China sanctions 5 US defense companies in response to US sanctions and arms sales to Taiwan

©  Getty Images / kevinjeon00

The measures are in response to Washington’s weapons sales to Taipei, Beijing says © Getty Images / kevinjeon00

China has sanctioned five American defense industry companies in response to “gravely wrong actions taken by the US,” the Foreign Ministry has announced. The move is said to be a countermeasure to Washington’s decision to proceed with new arms sales to Taiwan, as well as unilaterally sanctioning Chinese businesses.

This comes after Washington approved a $300 million weapons sale to Taipei last month, ahead of Taiwan’s presidential and parliamentary elections on January 13, in which US-friendly Vice President Lai Ching-te of the ruling Democratic Progressive Party is the front-runner, according to recent polls.

Earlier in 2023, the administration of US President Joe Biden authorized a direct military transfer of $80 million to Taiwan under a program typically used for sovereign states, Reuters reported.

In a statement released on Sunday, the Foreign Ministry said the US sanctions imposed on Chinese companies and individuals “under various false pretexts” harm “China’s sovereignty and security interests, undermine the peace and stability across the Taiwan Strait.”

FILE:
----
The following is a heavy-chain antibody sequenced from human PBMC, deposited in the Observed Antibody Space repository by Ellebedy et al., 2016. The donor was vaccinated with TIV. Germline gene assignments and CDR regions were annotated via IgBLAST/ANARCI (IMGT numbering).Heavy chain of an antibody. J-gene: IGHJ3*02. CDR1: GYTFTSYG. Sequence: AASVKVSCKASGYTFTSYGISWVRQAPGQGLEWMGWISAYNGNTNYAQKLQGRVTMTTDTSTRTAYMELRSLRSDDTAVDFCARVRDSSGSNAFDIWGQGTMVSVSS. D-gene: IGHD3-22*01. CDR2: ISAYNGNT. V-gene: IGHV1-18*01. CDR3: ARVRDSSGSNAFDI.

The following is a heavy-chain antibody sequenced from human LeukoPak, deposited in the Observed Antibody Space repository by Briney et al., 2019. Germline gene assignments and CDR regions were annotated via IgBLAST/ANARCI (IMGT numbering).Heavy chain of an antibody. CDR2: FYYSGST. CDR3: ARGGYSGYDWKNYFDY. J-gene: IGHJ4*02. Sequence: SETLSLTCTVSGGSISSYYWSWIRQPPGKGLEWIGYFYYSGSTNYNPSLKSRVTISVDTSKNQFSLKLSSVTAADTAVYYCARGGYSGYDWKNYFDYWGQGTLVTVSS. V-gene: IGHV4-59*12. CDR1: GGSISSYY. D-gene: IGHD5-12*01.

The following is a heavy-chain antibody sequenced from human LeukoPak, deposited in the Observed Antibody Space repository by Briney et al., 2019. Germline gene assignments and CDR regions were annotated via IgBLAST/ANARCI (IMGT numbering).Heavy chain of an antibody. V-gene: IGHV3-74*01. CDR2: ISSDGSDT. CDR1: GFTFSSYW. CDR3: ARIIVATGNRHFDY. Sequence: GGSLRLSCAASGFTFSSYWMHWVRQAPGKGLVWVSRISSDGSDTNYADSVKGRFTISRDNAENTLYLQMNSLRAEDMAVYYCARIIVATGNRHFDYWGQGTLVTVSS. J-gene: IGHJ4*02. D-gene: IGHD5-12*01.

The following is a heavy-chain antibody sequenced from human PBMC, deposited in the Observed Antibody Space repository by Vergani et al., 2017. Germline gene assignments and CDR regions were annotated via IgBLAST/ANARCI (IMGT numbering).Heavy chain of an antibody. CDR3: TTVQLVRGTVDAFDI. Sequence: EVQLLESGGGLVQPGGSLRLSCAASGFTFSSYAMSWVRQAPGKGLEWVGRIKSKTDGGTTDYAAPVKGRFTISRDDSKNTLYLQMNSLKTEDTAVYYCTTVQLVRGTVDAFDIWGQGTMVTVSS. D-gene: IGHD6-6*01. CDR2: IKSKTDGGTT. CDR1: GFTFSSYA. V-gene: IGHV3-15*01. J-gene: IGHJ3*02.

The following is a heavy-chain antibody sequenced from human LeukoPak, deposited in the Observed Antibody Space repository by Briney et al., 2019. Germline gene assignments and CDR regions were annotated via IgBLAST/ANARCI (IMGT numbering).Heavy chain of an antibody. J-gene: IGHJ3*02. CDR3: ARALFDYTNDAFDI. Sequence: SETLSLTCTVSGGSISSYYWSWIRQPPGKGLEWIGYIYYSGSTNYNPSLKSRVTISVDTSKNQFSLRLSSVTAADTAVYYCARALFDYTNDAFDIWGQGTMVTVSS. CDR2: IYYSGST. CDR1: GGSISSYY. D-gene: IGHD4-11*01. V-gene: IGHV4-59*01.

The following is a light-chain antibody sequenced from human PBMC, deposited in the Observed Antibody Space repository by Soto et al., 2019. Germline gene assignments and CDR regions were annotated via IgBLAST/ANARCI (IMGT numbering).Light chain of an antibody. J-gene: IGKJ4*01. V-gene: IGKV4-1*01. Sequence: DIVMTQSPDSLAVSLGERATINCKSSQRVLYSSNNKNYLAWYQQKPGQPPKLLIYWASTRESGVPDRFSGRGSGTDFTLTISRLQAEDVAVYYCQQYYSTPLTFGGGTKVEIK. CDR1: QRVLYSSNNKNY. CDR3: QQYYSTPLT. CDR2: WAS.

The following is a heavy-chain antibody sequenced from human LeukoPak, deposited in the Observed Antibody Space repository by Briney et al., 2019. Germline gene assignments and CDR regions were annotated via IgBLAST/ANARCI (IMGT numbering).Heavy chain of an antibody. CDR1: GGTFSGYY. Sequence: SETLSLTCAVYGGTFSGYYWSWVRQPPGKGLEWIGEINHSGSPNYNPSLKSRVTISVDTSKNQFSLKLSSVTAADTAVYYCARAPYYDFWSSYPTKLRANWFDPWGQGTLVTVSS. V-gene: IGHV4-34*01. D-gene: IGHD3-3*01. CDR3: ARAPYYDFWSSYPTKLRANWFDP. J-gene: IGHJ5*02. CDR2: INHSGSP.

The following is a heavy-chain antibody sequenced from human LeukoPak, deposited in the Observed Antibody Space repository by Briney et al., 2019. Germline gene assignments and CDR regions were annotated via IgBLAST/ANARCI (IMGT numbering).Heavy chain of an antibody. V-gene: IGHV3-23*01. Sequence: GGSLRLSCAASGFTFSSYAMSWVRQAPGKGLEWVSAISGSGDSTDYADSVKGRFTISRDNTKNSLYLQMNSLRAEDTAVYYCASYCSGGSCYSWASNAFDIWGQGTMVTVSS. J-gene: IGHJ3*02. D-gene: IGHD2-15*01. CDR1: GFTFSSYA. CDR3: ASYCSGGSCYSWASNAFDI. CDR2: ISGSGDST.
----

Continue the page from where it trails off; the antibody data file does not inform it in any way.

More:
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“China strongly deplores and firmly opposes this and has made solemn démarches to the US,” according to the statement.

The American companies affected by the new sanctions are BAE Systems Land and Armament, Alliant Techsystems Operation, AeroVironment, ViaSat, and Data Link Solutions, according to the ministry, which added that the measures include freezing the companies’ assets and prohibiting Chinese organizations and individuals from working with them.

Beijing urged the US to abide by the one-China principle and refrain from supplying arms to Taipei. It added that there will be a “strong and resolute response” if Washington continues with “illegal unilateral sanctions.”

Though Taiwan has long been self-governing, China considers the island part of its territory and reserves the right to seek reunification by force if Taipei formally declares independence. The US has officially recognized China’s sovereignty over Taiwan. However, in 2022, Biden said that Washington would defend Taipei in the event of an “unprecedented attack” by Beijing.

Chinese President Xi Jinping told Biden in November 2023 that Taiwan is the biggest and “most potentially dangerous” issue in bilateral relations, according to Reuters. (RT)

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